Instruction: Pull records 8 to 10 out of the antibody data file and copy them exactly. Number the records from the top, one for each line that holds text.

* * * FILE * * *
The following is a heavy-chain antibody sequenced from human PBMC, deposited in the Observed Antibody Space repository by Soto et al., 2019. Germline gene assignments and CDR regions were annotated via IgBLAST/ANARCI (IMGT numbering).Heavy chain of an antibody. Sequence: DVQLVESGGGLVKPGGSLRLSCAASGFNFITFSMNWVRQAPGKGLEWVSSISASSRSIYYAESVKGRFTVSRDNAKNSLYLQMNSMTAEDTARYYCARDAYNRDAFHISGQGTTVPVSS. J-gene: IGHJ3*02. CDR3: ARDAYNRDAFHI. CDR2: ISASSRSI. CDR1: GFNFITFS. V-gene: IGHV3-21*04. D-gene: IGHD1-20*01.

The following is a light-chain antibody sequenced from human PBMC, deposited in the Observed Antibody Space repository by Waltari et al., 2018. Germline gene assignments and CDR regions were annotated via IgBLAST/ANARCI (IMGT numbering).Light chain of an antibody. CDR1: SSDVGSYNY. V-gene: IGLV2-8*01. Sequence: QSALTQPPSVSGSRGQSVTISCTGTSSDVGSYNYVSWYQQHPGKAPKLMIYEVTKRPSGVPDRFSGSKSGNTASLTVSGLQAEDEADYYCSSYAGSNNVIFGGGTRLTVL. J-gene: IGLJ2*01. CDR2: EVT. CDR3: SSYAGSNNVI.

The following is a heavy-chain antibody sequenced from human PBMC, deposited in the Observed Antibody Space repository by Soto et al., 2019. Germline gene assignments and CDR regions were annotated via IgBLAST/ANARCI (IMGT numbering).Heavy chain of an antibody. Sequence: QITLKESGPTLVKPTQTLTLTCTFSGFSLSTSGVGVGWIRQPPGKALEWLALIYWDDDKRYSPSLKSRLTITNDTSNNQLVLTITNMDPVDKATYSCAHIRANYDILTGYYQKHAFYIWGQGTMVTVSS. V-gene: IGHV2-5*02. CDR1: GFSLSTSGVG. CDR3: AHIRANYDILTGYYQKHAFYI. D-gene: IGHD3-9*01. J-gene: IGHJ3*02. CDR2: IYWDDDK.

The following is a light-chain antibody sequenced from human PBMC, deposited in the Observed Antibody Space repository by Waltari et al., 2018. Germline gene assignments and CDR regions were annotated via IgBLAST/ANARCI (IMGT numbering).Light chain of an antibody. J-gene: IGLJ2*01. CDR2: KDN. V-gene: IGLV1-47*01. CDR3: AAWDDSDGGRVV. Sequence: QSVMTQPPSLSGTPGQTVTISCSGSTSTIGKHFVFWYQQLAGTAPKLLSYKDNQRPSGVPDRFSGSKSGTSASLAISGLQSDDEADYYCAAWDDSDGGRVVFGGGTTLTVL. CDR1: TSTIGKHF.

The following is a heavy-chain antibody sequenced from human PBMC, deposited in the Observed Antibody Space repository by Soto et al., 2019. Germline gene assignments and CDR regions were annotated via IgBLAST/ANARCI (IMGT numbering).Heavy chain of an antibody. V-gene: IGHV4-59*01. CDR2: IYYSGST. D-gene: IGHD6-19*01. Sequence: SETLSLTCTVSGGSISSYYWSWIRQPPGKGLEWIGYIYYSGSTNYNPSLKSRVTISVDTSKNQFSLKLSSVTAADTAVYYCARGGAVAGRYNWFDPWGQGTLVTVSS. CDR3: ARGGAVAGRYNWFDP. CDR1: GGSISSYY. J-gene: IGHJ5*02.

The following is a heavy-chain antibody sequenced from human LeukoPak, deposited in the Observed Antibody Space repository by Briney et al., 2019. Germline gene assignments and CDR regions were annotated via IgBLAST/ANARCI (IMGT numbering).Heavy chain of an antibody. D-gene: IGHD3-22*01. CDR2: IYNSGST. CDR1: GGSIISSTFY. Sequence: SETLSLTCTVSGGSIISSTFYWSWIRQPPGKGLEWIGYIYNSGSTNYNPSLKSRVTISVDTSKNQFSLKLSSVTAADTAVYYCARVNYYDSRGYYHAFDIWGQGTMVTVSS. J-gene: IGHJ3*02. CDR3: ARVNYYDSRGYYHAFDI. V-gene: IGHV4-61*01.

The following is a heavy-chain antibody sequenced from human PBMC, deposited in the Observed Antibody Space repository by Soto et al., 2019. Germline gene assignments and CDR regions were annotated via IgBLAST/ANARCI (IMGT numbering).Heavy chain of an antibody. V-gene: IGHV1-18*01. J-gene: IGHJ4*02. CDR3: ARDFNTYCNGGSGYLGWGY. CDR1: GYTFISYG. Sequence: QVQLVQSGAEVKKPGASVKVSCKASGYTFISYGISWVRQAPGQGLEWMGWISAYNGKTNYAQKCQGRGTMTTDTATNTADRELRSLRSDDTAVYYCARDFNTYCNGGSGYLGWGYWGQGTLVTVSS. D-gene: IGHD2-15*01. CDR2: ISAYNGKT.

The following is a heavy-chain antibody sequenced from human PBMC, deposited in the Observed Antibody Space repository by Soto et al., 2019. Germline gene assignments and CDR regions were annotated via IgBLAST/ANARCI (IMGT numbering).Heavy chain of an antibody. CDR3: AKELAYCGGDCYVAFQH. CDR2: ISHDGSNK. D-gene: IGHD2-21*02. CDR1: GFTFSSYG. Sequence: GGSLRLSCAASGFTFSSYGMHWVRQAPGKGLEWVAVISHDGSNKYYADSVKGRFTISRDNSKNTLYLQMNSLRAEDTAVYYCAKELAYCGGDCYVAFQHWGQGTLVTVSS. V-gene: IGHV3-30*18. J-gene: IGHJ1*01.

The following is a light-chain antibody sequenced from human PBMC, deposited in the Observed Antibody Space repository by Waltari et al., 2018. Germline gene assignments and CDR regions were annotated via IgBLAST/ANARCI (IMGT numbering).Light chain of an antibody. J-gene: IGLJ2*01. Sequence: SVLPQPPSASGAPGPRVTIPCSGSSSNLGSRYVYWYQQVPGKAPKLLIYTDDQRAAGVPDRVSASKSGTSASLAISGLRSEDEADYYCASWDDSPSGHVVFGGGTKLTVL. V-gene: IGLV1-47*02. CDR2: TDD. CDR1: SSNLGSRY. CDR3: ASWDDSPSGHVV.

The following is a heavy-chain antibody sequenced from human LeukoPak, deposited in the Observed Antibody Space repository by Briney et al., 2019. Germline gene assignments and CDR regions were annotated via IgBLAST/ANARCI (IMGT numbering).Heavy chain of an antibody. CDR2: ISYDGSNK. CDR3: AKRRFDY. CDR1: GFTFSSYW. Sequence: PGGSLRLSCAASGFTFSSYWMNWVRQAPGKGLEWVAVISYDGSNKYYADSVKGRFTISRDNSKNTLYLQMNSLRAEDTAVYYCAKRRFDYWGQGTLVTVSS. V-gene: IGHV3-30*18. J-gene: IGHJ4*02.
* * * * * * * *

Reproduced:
The following is a heavy-chain antibody sequenced from human PBMC, deposited in the Observed Antibody Space repository by Soto et al., 2019. Germline gene assignments and CDR regions were annotated via IgBLAST/ANARCI (IMGT numbering).Heavy chain of an antibody. CDR3: AKELAYCGGDCYVAFQH. CDR2: ISHDGSNK. D-gene: IGHD2-21*02. CDR1: GFTFSSYG. Sequence: GGSLRLSCAASGFTFSSYGMHWVRQAPGKGLEWVAVISHDGSNKYYADSVKGRFTISRDNSKNTLYLQMNSLRAEDTAVYYCAKELAYCGGDCYVAFQHWGQGTLVTVSS. V-gene: IGHV3-30*18. J-gene: IGHJ1*01.

The following is a light-chain antibody sequenced from human PBMC, deposited in the Observed Antibody Space repository by Waltari et al., 2018. Germline gene assignments and CDR regions were annotated via IgBLAST/ANARCI (IMGT numbering).Light chain of an antibody. J-gene: IGLJ2*01. Sequence: SVLPQPPSASGAPGPRVTIPCSGSSSNLGSRYVYWYQQVPGKAPKLLIYTDDQRAAGVPDRVSASKSGTSASLAISGLRSEDEADYYCASWDDSPSGHVVFGGGTKLTVL. V-gene: IGLV1-47*02. CDR2: TDD. CDR1: SSNLGSRY. CDR3: ASWDDSPSGHVV.

The following is a heavy-chain antibody sequenced from human LeukoPak, deposited in the Observed Antibody Space repository by Briney et al., 2019. Germline gene assignments and CDR regions were annotated via IgBLAST/ANARCI (IMGT numbering).Heavy chain of an antibody. CDR2: ISYDGSNK. CDR3: AKRRFDY. CDR1: GFTFSSYW. Sequence: PGGSLRLSCAASGFTFSSYWMNWVRQAPGKGLEWVAVISYDGSNKYYADSVKGRFTISRDNSKNTLYLQMNSLRAEDTAVYYCAKRRFDYWGQGTLVTVSS. V-gene: IGHV3-30*18. J-gene: IGHJ4*02.